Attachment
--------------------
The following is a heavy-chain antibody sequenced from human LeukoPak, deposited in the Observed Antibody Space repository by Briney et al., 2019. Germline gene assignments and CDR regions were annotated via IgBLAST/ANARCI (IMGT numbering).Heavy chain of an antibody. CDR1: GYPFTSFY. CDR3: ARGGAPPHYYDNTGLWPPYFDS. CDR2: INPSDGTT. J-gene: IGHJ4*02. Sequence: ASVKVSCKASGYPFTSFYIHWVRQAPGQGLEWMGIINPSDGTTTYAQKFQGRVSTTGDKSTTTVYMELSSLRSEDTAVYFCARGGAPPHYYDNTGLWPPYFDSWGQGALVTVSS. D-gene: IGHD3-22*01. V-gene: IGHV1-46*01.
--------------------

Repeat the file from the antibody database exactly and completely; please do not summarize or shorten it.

The following is a heavy-chain antibody sequenced from human LeukoPak, deposited in the Observed Antibody Space repository by Briney et al., 2019. Germline gene assignments and CDR regions were annotated via IgBLAST/ANARCI (IMGT numbering).Heavy chain of an antibody. CDR1: GYPFTSFY. CDR3: ARGGAPPHYYDNTGLWPPYFDS. CDR2: INPSDGTT. J-gene: IGHJ4*02. Sequence: ASVKVSCKASGYPFTSFYIHWVRQAPGQGLEWMGIINPSDGTTTYAQKFQGRVSTTGDKSTTTVYMELSSLRSEDTAVYFCARGGAPPHYYDNTGLWPPYFDSWGQGALVTVSS. D-gene: IGHD3-22*01. V-gene: IGHV1-46*01.